No Time to Say Goodbye

No Time to Say Goodbye

Author:Carla Fine [Fine, Carla]
Language: eng
Format: epub
ISBN: 978-0-307-78888-7
Publisher: Crown/Archetype
Published: 2011-05-10T16:00:00+00:00

Part Four



Beginning the Mourning

“A suicidal person is like a black hole of pain. You can

give and give but you just can’t fill it up.”

—Suicide support group leader

My father died when I was twenty-nine years old. It was my first experience with losing someone close to me, someone I loved very much. I had always dreaded his dying. He was the anchor in my life, my protector and ardent supporter. I was afraid that I would not be able to survive his loss, that I would somehow fall apart when he was no longer here.

My father’s death was swift and dignified. A respected author and educator, he was a Pulitzer prize–winning journalist who had been education editor of The New York Times for twenty-three years. He was lecturing in Korea as the guest of the government when he suddenly suffered a fatal heart attack. He died, as he wanted, with his boots on, at the age of seventy-two.

My grief was immense. To my surprise, however, I did not break or even splinter. I mourned, I cried, I felt the first stirring of my own mortality. But I remained whole, a testament, I believed, to my father’s legacy that life should be embraced, not merely endured.

Six months after my father’s death, I began to experience excruciating pains in my chest. At first, I just assumed I was having sympathetic heart attack symptoms and dismissed any physical basis for my growing discomfort. Even as the episodes became more frequent and severe, I refused to go for medical attention. I was convinced that my problem was psychosomatic, a manifestation of the terrible grief I was feeling about my father’s death.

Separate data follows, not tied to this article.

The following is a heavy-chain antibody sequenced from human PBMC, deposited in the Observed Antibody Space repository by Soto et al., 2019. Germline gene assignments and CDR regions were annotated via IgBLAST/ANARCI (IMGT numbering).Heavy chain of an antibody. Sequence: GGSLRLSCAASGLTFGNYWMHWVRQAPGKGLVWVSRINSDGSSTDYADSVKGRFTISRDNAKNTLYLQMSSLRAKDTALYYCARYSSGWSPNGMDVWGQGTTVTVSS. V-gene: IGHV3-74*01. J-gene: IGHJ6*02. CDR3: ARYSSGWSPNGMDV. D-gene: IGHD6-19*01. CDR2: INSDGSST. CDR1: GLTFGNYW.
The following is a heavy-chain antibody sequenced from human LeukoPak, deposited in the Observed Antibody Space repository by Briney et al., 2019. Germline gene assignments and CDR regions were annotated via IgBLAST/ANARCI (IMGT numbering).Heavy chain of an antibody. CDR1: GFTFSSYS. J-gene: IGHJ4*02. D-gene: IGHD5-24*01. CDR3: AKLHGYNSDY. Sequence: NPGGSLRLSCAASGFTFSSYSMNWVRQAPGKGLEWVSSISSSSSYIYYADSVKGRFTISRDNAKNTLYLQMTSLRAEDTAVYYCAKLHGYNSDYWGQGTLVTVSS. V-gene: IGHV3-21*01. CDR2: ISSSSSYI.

One day, as I lay writhing on my living room floor, it passed through my mind that if I jumped out the window, my unbearable suffering would stop. I did not want to die, that I knew, I just wanted to put an end to the pain. The solution seemed so easy, so logical. I would do anything not to feel this way.

Needless to say, I did not go crashing through the window. Instead, trembling with fear, I took a taxi to the emergency room of the hospital where Harry was doing his internship. After a battery of tests, I was informed that my gallbladder was inflamed and I needed immediate surgery. The cause of my problem was neither dramatic nor romantic, just ordinary, mundane, pedestrian gallstones.

Memories of that last, terrible attack descended on me from out of nowhere as the second anniversary of Harry’s suicide approached. I found myself reliving not only the suffocation of my crushing pain but also the feeling of violent urgency to do anything to stop it. Is this how Harry felt, I wondered. Was his pain, his psychic pain, so intractable that only self-murder could end it? Was it possible he really did not want to die but truly believed he had run out of options to extinguish his torment?

Primo Levi, the noted author and scholar who survived


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